Special Education: An Overlooked Factor to the Newtown Tragedy


Something has been tugging at my heart in the wake of the unfathomable tragedy in Newtown, CT.  The obvious broken systems have been laid bare.  Gun control issues must be wrestled away from special interests and mental health must be recognized as an urgent public health issue. 

But there’s another broken system in America that has yet to be fully addressed in light of Friday’s incident:  special education.

I venture to say that every parent of a special needs child knows of what I speak. 

Certainly, here in Seattle, it is common knowledge that school districts fail to provide a free and appropriate education to every child it serves.  A scathing article in the Seattle Times lays out what everyone knows all too well – teachers are without the proper training and resources to address the needs of their most vulnerable of students.

Because of this, I can certainly relate to certain elements of the Adam Lanza story. I, too, have been forced to homeschool my high school-aged son with Asperger’s because he was unable to withstand the hurly-burly of a huge, urban high school, nor thrive in the self-contained setting they offered with other children who were extremely low functioning.  Like Lanza, my son would become easily overwhelmed and take flight from what he was supposed to be doing. When a beloved classroom aide transferred to another school, no one had my son’s back anymore and the school would not be proactive about his triggers, despite my myriad exhortations. 

When I withdrew my “problem” child from school, they were nothing but relieved. I asked for homeschool resources and all they gave me was a list of free online courses. The district’s beautifully appointed Homeschool Resource Center, with its science lab, gym, library and classrooms are only for the neurotypical because I was told “they don’t have the budget to service Level 3 Special Ed students."  Now, the end result is an isolated teen who becomes more so, consigned to stare at a computer screen all day long.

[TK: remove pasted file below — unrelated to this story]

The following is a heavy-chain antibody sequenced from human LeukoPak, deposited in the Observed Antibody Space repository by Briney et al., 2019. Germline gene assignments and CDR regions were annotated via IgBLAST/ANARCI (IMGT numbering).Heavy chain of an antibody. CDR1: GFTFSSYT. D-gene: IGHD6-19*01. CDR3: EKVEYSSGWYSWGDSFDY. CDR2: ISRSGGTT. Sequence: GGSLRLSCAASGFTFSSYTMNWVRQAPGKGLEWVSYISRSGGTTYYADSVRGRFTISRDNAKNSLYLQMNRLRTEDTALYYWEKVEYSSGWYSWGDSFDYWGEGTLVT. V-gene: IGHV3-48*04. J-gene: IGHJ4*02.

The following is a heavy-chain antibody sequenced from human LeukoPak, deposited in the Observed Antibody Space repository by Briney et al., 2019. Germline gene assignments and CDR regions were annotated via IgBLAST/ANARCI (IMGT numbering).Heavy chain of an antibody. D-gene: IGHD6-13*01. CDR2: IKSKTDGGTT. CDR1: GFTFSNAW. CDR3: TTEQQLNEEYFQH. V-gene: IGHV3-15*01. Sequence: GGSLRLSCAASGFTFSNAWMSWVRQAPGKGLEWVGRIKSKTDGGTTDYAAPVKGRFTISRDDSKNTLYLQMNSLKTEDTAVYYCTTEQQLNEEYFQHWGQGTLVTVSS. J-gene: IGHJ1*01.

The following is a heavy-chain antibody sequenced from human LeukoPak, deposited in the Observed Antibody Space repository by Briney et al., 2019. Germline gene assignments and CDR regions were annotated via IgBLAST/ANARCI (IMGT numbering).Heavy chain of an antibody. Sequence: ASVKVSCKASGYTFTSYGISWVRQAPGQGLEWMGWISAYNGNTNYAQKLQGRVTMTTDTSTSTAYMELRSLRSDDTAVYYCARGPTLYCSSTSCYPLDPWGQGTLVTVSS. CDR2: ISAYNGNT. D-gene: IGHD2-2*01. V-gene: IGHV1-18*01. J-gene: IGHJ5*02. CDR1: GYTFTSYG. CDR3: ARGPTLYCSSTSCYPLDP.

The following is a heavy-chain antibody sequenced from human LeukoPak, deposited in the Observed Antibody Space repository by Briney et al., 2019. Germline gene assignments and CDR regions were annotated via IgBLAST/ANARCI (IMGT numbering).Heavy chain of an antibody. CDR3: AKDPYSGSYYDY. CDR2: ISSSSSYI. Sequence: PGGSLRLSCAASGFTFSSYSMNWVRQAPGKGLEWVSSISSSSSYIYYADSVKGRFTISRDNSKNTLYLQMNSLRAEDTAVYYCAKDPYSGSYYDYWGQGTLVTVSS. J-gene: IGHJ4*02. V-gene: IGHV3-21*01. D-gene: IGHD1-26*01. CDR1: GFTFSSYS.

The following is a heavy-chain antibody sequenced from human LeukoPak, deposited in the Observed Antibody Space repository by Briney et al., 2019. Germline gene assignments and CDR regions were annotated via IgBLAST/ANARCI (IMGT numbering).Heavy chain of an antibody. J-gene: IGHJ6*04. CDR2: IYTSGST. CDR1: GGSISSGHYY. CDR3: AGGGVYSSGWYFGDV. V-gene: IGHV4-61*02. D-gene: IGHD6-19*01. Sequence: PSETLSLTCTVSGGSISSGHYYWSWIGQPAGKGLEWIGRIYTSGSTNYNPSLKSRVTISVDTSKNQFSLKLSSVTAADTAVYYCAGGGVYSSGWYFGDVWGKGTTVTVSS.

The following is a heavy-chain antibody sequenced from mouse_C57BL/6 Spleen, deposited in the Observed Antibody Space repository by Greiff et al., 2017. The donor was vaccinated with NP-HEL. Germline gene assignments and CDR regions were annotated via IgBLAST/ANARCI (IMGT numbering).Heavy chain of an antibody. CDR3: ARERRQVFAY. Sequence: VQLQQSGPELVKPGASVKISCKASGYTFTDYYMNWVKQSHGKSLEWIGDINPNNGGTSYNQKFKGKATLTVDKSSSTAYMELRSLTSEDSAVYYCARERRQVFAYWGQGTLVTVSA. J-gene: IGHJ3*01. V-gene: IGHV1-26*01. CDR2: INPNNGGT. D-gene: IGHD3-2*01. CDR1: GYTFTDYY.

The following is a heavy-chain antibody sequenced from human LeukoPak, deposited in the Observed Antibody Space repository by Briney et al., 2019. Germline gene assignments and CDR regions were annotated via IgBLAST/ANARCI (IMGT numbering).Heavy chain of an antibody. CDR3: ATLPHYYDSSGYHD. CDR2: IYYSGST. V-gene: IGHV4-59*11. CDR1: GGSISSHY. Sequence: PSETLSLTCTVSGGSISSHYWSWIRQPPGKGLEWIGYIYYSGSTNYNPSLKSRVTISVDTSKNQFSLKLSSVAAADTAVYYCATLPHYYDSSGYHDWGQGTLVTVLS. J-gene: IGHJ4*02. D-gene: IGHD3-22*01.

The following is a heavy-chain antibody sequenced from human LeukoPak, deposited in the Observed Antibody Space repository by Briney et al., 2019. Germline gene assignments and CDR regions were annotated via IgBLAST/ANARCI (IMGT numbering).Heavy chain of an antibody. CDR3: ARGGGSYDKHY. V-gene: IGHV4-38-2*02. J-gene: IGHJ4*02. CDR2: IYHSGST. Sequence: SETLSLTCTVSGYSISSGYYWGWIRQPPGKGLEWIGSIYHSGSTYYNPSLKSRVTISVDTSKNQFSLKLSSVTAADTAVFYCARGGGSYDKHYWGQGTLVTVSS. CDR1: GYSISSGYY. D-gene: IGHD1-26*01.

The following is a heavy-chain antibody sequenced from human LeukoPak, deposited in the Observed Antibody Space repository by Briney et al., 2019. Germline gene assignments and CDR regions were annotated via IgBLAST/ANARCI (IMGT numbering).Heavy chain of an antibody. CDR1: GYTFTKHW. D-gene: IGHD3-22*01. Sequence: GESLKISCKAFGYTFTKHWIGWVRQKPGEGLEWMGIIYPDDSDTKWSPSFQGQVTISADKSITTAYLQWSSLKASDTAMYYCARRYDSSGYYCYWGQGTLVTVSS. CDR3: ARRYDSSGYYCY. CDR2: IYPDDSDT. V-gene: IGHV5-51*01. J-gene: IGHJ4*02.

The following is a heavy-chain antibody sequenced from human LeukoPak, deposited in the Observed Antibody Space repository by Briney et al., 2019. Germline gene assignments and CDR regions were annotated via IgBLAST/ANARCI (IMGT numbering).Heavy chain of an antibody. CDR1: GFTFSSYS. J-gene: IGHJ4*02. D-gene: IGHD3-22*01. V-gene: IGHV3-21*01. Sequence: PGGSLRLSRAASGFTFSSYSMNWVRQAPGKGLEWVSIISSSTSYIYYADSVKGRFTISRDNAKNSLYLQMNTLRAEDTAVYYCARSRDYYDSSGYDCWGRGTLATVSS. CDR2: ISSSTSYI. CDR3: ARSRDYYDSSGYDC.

I’ve been piecing together a new life for my son with my limited resources, but it’s certainly not easy. And then I read of Nancy Lanza, without a financial care in the world, holed up with her degenerating son. Maybe when you live high on a hill in an idyllic town, it’s harder to admit the reality of your life does not match the veneer — that you, in fact, aren’t hacking it as a single mother of a troubled child and that you need help. 

By all accounts, Ms. Lanza’s forays into the community were to escape her troubles, not to share them.  It reads like a major mental illness such as schizophrenia had befallen her son, and denial allowed her to believe she could handle him alone.  It remains to be seen if her gun collection was secured, but the decision to teach her son to shoot was a tragic one. If she had survived, she likely would’ve faced charges of culpability.

One fact among everything I read stuck with me — Adam Lanza’s problems first became apparent when he started elementary school and he could not find his place amongst his peers.  Maybe this is a clue as to why he revisited that scene with such deadly intent.  

To be very clear, I am in no way sympathizing with Lanza nor am I justifying the horrific acts he committed.  However, due to my own personal experiences as a single mother with a special needs child, I feel I understand much better than most as to why things unfolded the way they did.

When talking heads now espouse the need to take care of our children, special pains must be made to include all of them, including our most vulnerable.  Special education teachers need special training and programs must fit the child, rather than vice versa.  Federal pressure must be brought to bear upon school systems who chronically and flagrantly violate the civil rights of our special needs children so that the IDEA (Individuals with Disabilities Education Act of 1975) is not a lofty dream, but a working reality.

The conscience of a nation needs awakening … the dire state of our special education system affects us all.

Susan Moffitt

49 Responses to Special Education: An Overlooked Factor to the Newtown Tragedy

  1. Barbara says:

    Single mom of 2 on spectrum………well said!

  2. Michal Nortness says:

    Thank you Susan. We have to have better support for the children and their families. You have my admiration – but then, you know that.

  3. Susan says:

    Thank you both. Barbara, I actually have twins on the spectrum, but focused on one of them for the post, so we are kindred spirits.

  4. Marlena says: